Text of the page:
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Since the 1950s, dam building in the Mekong river basin has been enmeshed in a complex and shifting geopolitical and eco-political landscape. The broad geopolitical sweep of US hegemony, Cold War, regional rapprochement and the rise of China has been superimposed on ecopolitical shifts between modernist belief in progress as mastery over nature, concerns of global and national environmental movements over dams and their impacts, and a galvanised Mekong environmentalism. During the first decade of the 21st century, mainstream dams on the Lower Mekong have returned to the agenda after having almost disappeared in favour of tributary projects.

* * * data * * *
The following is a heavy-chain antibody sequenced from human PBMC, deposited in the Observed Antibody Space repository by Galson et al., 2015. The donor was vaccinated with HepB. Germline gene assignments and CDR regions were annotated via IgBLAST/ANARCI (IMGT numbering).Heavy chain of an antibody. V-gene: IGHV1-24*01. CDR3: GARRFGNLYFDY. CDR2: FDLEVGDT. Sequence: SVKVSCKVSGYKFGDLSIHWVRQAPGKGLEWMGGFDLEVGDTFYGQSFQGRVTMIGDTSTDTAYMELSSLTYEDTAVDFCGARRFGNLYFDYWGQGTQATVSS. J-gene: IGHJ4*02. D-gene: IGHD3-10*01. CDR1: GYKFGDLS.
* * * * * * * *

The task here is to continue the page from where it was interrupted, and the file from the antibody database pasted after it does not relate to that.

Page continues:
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Data Resource Preview - The changing political dynamics of dam building on the Mekong

Additional Info

Field Value
Document type Reports, journal articles, and research papers (including theses and dissertations)
Language of document
  • English
  • Environment and natural resources
  • Renewable energy production
  • Water policy and administration
  • Water resources
Geographic area (spatial range)
  • Cambodia
  • Viet Nam
  • Lao People's Democratic Republic
  • Thailand
  • Myanmar
  • China
Copyright Unclear copyright
Access and use constraints

Water Alternatives distributes under the terms of the Creative Commons Attribution Non-commercial License 3.0.

Version / Edition 1.0
License CC-BY-4.0

Philip Hirsch,

Author (individual) Hirsch, Philip
Publication date 2015
Pagination 12 p.
General note

Water Alternatives Volume 3, Number 2, 312-323

Date uploaded June 2, 2015, 08:12 (UTC)
Date modified June 24, 2015, 04:44 (UTC)